Gardeners in the Chester area are anxiously scouting their gardens as the countdown for the annual Flower Show and Tea approaches. The schedule for competing entries has been published for months (click on the Flower Show heading above) but some things cannot be rushed. Mother Nature has the last word as to which plants will be at their best as the date draws near.
The extreme range of temperatures and weather this year has made it difficult to predict which plants will be in bloom on the date of the Flower Show, the 25th of July. Following a long spell of cool rainy days, last week we experienced three days of very high temperatures with high humidity, which was hard on the gardeners let alone their plants.
The rapid growth of shrubbery, vines and ferns on the berm in the photo below is an indication of the effect of this year’s heavy rainfall.
Chester’s climate is kind to many varieties of roses. It is the maurauding deer who wreak havoc on our gardens. As nocturnal visitors, the deer dine on such delicacies as the developing flower buds of roses, phlox, hydrangeas, and even the occasional iris. Many a local gardener has been dismayed to discover, after weeks of anticipation, that the growing tips of a particularly prized specimen have been devoured overnight by deer.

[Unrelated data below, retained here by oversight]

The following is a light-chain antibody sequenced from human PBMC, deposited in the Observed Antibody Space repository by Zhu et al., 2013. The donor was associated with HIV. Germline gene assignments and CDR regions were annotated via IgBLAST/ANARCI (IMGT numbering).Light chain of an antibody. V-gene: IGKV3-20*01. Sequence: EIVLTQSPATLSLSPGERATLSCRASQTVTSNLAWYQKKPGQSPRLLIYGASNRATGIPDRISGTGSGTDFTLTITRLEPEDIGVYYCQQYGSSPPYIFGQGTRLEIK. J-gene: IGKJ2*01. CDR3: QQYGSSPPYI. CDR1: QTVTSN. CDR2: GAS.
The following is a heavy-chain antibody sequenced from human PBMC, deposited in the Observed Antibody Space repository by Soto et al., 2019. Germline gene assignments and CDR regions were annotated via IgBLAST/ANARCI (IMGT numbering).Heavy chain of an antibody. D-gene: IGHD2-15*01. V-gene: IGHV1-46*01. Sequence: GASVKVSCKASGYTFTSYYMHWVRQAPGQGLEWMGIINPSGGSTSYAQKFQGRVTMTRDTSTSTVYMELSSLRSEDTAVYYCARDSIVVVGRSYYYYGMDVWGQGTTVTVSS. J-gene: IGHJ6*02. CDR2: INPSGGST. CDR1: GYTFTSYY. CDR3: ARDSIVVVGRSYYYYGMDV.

As is the custom in many locales, Chester gardeners welcome the return of hummingbirds and so, in addition to special feeders, we plant honeysuckles to attract the tiny spirited creatures.
To help members prepare for the Flower Show, the Club’s July 15th meeting will focus on tips and advice for creating successful entries in both the horticultural and design classes – Learn the Basics!
Members of the Flower Show Committee have also scheduled a two-hour children’s workshop to encourage participation among the youth in the area. The organizers are delighted that 18 children have signed up for the workshop, which will focus on creating fanciful floral displays in accordance with this year’s theme “Hats Off”. The particular themes for the children’s classes are: “A Hat for a Cat” for children under the age of eight, and “Hockey Night in Canada” for youth between ages eight and sixteen.